The celebrated sculptor spent a short career studying his animal subjects at zoos in Paris and Antwerp, making close studies of individual creatures to inform his work. His output varied from Impressionistic to a more heavily structured style, comprising around 300 sculptures.
In the case of the anteater, completed in 1909, the creature is shown bending to lick its paw. It is a characteristic gesture but also accentuates its natural, circular geometry.
“A lot of our clients are driven by subject matter at the beginning,” says Sladmore’s Edward Horswell, who has specialised in the artist for 50 years.
“Big cats and elephants are popular, but then you’ll get an exceptional example like the anteater which is so unique and modernist that it might appeal to someone who’s interested in the artwork of these pieces.”
Another version of the anteater offered at auction demonstrated its popularity, making a hammer price of €1.2m (£1m) at Drouot in Paris in 2016. This was then the highest price a Bugatti sculpture had ever made at auction in France.
Life and work
The latest anteater now joins 15 other bronzes in a celebration of the artist’s life and work at the St James’s gallery in a show which opened last week, where offerings are priced from £55,000 to more than £1m.
It can be difficult to get a sufficient number of Bugatti works together to stage a show, Horswell adds, so there needs to be a real reason for the occasion. In this case, it is the London publication of The Animal Gazer by Italian author Edgardo Franzosini.
Originally released in Italian in 2015, the book is a novelised biography of the artist’s life. Born in Milan, Rembrandt (named by his painter uncle) was the younger brother of Ettore Bugatti (1881-1947), the auto pioneer.
A lot of our clients are driven by subject matter… but the anteater is so unique and modernist it might appeal to someone who’s interested in the artwork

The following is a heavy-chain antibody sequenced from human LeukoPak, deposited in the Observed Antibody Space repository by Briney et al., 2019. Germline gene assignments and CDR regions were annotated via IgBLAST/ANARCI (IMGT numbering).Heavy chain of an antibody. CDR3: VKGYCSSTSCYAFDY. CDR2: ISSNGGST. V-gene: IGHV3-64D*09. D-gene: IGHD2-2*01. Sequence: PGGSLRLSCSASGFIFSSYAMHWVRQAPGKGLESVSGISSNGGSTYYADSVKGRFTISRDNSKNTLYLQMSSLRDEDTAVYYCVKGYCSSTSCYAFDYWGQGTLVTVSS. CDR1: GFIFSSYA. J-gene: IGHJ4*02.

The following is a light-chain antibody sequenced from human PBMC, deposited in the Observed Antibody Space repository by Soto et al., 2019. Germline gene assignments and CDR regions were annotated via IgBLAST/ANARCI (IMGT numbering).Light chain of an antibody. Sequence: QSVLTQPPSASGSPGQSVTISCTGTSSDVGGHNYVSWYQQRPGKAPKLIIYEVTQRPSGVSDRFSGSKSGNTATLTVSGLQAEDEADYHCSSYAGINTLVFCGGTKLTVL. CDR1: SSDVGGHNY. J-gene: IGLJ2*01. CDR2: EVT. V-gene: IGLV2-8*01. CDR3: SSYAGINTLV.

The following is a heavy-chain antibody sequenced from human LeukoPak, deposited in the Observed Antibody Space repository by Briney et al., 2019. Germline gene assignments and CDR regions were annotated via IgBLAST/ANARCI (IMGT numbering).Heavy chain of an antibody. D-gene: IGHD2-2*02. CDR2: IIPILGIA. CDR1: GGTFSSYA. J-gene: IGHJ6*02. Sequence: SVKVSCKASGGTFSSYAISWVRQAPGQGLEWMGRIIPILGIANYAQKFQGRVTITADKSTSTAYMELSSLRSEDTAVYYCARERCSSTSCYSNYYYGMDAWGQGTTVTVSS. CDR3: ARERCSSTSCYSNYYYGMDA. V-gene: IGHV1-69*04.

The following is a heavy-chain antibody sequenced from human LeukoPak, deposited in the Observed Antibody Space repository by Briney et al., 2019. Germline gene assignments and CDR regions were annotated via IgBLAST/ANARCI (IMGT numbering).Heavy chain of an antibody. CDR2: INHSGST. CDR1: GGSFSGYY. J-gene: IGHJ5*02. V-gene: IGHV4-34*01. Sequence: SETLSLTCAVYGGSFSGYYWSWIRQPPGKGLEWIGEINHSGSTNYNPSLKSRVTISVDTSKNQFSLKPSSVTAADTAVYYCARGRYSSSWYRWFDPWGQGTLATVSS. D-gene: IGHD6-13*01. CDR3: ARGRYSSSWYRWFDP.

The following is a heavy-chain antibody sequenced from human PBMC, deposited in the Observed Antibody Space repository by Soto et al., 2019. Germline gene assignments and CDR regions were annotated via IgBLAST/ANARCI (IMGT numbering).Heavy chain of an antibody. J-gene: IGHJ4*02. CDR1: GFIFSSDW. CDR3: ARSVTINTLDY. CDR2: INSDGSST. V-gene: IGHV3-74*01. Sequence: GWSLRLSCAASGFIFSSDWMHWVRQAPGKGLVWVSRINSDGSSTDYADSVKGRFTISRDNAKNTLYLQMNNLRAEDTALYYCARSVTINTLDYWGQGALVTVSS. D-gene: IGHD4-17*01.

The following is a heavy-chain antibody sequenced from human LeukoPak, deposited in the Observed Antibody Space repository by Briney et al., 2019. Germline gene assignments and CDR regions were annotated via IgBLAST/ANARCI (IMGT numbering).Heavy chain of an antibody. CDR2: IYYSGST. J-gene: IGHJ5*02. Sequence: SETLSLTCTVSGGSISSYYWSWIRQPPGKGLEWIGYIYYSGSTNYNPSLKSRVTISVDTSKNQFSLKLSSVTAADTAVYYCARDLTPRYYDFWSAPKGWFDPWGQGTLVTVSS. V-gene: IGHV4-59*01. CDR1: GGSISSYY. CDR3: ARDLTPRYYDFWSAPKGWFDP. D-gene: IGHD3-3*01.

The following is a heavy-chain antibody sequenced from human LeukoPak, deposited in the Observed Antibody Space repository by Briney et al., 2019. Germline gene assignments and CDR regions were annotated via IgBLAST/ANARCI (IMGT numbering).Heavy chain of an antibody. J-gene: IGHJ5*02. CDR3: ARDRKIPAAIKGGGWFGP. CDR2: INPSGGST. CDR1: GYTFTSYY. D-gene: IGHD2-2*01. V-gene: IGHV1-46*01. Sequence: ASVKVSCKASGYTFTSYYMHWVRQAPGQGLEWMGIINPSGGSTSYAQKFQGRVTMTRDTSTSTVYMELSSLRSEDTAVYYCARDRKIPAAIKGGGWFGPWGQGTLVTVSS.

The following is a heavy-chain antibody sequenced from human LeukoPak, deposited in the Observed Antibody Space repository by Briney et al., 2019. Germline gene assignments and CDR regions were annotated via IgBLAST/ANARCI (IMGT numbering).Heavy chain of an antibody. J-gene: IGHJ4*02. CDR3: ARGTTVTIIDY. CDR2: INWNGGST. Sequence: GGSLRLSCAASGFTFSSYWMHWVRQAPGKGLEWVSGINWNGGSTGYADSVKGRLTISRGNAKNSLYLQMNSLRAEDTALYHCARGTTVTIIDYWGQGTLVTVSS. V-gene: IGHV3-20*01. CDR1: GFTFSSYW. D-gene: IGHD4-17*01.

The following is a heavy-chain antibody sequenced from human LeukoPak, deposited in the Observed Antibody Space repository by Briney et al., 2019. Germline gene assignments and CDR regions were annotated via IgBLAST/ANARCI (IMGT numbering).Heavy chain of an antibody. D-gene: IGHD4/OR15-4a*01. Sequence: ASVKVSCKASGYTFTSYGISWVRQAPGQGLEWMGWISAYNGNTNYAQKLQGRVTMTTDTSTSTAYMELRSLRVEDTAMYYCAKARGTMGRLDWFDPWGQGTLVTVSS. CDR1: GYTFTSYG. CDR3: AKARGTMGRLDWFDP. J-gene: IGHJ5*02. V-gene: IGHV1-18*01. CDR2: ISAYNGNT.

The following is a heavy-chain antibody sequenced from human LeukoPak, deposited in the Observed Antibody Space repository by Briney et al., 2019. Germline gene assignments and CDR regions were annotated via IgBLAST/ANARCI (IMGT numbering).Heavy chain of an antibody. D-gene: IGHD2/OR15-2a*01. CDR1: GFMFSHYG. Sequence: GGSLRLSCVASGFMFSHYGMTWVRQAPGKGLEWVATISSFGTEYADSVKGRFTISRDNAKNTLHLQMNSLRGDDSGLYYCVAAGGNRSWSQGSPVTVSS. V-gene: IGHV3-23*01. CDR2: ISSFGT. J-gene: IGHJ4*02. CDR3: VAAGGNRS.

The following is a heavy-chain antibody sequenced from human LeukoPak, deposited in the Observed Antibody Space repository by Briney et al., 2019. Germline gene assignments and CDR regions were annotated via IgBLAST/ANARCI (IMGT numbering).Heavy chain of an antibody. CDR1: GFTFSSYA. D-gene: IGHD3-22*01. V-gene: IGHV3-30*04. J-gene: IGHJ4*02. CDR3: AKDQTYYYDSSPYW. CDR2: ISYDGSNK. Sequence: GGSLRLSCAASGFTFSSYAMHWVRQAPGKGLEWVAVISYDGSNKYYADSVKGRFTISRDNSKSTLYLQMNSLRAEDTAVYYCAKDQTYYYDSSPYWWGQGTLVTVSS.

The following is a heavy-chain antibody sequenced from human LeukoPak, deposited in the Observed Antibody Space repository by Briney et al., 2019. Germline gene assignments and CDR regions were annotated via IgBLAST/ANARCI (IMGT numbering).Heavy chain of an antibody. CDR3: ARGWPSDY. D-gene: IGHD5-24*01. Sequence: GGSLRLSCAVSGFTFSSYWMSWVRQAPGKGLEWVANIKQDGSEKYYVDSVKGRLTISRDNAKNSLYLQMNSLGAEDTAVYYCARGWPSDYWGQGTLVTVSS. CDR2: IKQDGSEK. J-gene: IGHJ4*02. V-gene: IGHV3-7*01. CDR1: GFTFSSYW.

Their father was a furniture and jewellery designer and Rembrandt started early on to work with foundry and gallery owner Adrian Hébrard, who went on to represent him. In his early 20s he moved to Antwerp for easier access to the city’s Royal Zoological Gardens, the largest zoo in Europe, where he could observe – and often interact with – his subjects.
His work was shown at the Venice Biennale when he was aged just 19, he was awarded the French Légion d’Honneur for art at 27 and was hailed by poet-critic Guillaume Apollinaire.
Franzosini’s novel covers Bugatti’s experience in Paris at the end of the Belle Époque and in the First World War, when he was a stretcher-bearer in an Antwerp hospital. It also chronicles the decision of zoo authorities to put down the animals at the Antwerp zoo during the war as it became increasingly difficult to feed them. Bugatti’s distress at this and the atrocities of war is thought to have contributed to his decision to commit suicide at the age of 31.
UK independent publisher Head of Zeus released the new version of the book in April, following last year’s English language edition that came out in New York. For that event, Sladmore gathered the sculptures pictured in the US edition and offered them in a show at New York’s Taylor Graham gallery.
For the current staging a wider assortment of sculptures is on offer, representing Bugatti’s whole brief career. It is enhanced by a collection of photos, drawing and self-portraits and other memorabilia on loan from the family and the Sladmore archive, contributing to what Horswell dubs “a real Bugatti feast”.
Included are some artworks by other family members, including those by the sculptor’s niece, Lydia Bugatti, an artist in her own right.